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The Body Covers: The 8th Conference on Retroviruses and Opportunistic Infections
Development of CCR5 Antagonists as a New Class of Anti-HIV Therapeutic

February 7, 2001

A note from TheBody.com: Since this article was written, the HIV pandemic has changed, as has our understanding of HIV/AIDS and its treatment. As a result, parts of this article may be outdated. Please keep this in mind, and be sure to visit other parts of our site for more recent information!

  • Development of CCR5 Antagonists as a New Class of Anti-HIV Therapeutic (State-of-the-Art Lecture L11)
    Authored by Gregory Reyes
    View the original abstract


In a State-of-the-Art Lecture, Gregory Reyes from Schering-Plough discussed his company's ongoing effort to develop a CCR5 antagonist for treatment of HIV. His talk was preceded by a cautionary note from David Ho, who reminded the audience that since Dr. Reyes represented private industry, the talk possibly would not cover the field with complete "balance." Nonetheless, Ho felt that given the quality and the importance of the work, Schering-Plough deserved to have this prominent voice.

Reyes started by reviewing the main reason why CCR5 antagonists represent such an attractive target site for antiviral drug development: lucky individuals who are homozygous for the "naturally" occurring mutation delta 32 are virtually immune to infection with HIV and furthermore have no apparent immune defect. Furthermore, patients who have acquired HIV and have only one mutant copy of the CCR5 gene have a slower rate of HIV disease progression. Thus blockage of CCR5 pharmacologically could potentially have no adverse effects yet provide a new way of inhibiting viral replication, namely through interference with this co-receptor's interaction with the virus.

The goal of Schering-Plough's program is to develop a broad-spectrum, orally-bioavailable compound which blocks CCR5. The compound furthest along in development is SCH-C, which is highly specific for this receptor and does not block the other well-described chemokine receptor, CXCR4. Since non-replicating virus will not be affected by co-receptor blockade, it is likely that any CCR5 inhibitor will be used in combination with existing antiretroviral agents.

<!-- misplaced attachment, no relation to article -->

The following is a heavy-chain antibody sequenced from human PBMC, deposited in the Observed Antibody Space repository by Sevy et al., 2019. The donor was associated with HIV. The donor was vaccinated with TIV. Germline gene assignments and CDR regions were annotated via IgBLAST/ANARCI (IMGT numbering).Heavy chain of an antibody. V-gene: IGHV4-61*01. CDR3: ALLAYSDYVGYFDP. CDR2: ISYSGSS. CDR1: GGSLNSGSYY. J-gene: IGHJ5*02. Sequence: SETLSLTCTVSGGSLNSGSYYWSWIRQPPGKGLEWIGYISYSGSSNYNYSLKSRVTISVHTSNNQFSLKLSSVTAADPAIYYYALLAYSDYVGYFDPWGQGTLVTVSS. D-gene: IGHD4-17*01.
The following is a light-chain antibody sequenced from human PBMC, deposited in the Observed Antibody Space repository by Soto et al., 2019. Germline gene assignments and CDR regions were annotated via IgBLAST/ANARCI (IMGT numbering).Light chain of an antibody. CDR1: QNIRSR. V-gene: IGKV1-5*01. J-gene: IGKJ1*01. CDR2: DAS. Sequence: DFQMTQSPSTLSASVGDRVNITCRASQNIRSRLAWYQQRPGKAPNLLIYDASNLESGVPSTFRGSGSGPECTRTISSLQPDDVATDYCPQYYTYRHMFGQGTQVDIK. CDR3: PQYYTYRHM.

Reyes described several in-vitro studies demonstrating that SCH-C does indeed have antiviral effect, with the interesting property of retaining inhibitory action even 25 hours after the drug had been washed away from the infected cells. In addition, the drug showed antiviral activity when given to an animal model (SCID-hu mice) of HIV infection. Finally, when the agent was given in escalating doses to HIV-negative volunteers, the drug was subjectively well tolerated, although at the highest dose (600 mg) a prolongation in the QT interval was seen.

Several questions remain before this (and other) CCR5 receptors can be made available for HIV treatment: Will acquired inhibition (as opposed to inherited mutations) in CCR5 function cause immunodeficiency? What is the pathway by which HIV resistance to CCR5 develops? Is there a role for simultaneous blockage of another chemokine receptor, such as CXCR4? Will the QT prolongation seen in this phase I study be an unanticipated class effect or something limited to this particular compound? Although answers to these questions are not yet known, there is reason for optimism -- Schering has already developed an additional drug (SCH-D) that is 10 times more potent than SCH-C, and at least three other compounds (AMD 3100, PRO140, TAK779) are under investigation by other companies as well.


A note from TheBody.com: Since this article was written, the HIV pandemic has changed, as has our understanding of HIV/AIDS and its treatment. As a result, parts of this article may be outdated. Please keep this in mind, and be sure to visit other parts of our site for more recent information!

See Also
More on HIV Medications
More on Entry Inhibitors in Development
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Please note: Knowledge about HIV changes rapidly. Note the date of this summary's publication, and before treating patients or employing any therapies described in these materials, verify all information independently. If you are a patient, please consult a doctor or other medical professional before acting on any of the information presented in this summary. For a complete listing of our most recent conference coverage, click here.

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